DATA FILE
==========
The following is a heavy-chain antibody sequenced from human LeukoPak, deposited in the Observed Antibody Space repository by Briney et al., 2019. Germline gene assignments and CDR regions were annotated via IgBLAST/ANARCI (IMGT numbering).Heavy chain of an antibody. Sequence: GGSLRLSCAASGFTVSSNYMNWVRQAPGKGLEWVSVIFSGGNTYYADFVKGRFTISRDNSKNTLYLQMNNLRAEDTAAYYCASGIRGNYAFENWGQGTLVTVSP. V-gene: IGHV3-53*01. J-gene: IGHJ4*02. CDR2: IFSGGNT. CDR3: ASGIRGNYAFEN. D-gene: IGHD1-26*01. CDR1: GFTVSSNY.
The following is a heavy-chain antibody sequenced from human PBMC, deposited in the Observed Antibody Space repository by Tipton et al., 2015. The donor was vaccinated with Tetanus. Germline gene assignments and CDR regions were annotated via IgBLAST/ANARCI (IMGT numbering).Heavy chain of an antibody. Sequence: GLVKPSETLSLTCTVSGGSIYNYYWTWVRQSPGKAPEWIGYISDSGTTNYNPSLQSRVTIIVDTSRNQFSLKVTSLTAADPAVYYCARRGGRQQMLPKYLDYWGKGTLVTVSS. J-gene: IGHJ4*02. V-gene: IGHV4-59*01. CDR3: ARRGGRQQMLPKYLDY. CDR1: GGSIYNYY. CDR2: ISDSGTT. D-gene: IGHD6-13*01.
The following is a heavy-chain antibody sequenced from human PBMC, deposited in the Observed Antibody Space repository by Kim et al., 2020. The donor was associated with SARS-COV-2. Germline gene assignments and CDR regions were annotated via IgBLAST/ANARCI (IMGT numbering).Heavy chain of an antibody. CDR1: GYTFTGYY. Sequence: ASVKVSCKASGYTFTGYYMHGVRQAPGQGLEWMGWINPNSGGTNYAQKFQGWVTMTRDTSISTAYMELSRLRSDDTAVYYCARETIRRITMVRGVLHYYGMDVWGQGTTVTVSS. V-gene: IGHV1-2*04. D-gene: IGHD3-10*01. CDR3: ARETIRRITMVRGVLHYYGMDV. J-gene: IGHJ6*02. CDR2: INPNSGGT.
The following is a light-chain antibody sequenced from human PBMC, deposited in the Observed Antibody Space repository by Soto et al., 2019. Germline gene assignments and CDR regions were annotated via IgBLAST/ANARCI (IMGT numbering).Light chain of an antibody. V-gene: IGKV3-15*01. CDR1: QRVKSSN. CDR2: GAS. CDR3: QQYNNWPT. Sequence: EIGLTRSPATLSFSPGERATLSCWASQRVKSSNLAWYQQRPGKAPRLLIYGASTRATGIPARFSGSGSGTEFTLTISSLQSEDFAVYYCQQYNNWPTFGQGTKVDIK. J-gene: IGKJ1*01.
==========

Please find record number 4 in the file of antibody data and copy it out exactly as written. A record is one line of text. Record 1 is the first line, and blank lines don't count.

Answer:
The following is a light-chain antibody sequenced from human PBMC, deposited in the Observed Antibody Space repository by Soto et al., 2019. Germline gene assignments and CDR regions were annotated via IgBLAST/ANARCI (IMGT numbering).Light chain of an antibody. V-gene: IGKV3-15*01. CDR1: QRVKSSN. CDR2: GAS. CDR3: QQYNNWPT. Sequence: EIGLTRSPATLSFSPGERATLSCWASQRVKSSNLAWYQQRPGKAPRLLIYGASTRATGIPARFSGSGSGTEFTLTISSLQSEDFAVYYCQQYNNWPTFGQGTKVDIK. J-gene: IGKJ1*01.